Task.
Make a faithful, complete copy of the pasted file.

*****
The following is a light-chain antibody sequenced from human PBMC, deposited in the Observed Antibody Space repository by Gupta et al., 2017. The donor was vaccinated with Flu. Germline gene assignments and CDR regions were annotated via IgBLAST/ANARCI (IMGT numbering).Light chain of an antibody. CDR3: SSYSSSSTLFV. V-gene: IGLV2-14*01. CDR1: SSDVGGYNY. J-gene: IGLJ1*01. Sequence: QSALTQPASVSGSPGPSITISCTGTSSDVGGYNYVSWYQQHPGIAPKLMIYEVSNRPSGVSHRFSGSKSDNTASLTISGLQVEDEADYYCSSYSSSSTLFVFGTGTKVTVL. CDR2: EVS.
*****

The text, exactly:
The following is a light-chain antibody sequenced from human PBMC, deposited in the Observed Antibody Space repository by Gupta et al., 2017. The donor was vaccinated with Flu. Germline gene assignments and CDR regions were annotated via IgBLAST/ANARCI (IMGT numbering).Light chain of an antibody. CDR3: SSYSSSSTLFV. V-gene: IGLV2-14*01. CDR1: SSDVGGYNY. J-gene: IGLJ1*01. Sequence: QSALTQPASVSGSPGPSITISCTGTSSDVGGYNYVSWYQQHPGIAPKLMIYEVSNRPSGVSHRFSGSKSDNTASLTISGLQVEDEADYYCSSYSSSSTLFVFGTGTKVTVL. CDR2: EVS.